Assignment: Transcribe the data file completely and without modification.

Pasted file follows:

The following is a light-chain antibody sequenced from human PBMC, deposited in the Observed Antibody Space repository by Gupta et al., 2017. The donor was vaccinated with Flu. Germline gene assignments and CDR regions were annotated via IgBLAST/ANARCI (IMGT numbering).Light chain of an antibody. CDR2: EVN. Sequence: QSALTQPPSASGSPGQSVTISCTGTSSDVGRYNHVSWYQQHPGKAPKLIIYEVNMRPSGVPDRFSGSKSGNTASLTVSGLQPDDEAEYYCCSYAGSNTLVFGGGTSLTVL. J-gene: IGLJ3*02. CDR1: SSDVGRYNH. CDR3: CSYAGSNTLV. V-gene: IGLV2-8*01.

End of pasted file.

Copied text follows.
The following is a light-chain antibody sequenced from human PBMC, deposited in the Observed Antibody Space repository by Gupta et al., 2017. The donor was vaccinated with Flu. Germline gene assignments and CDR regions were annotated via IgBLAST/ANARCI (IMGT numbering).Light chain of an antibody. CDR2: EVN. Sequence: QSALTQPPSASGSPGQSVTISCTGTSSDVGRYNHVSWYQQHPGKAPKLIIYEVNMRPSGVPDRFSGSKSGNTASLTVSGLQPDDEAEYYCCSYAGSNTLVFGGGTSLTVL. J-gene: IGLJ3*02. CDR1: SSDVGRYNH. CDR3: CSYAGSNTLV. V-gene: IGLV2-8*01.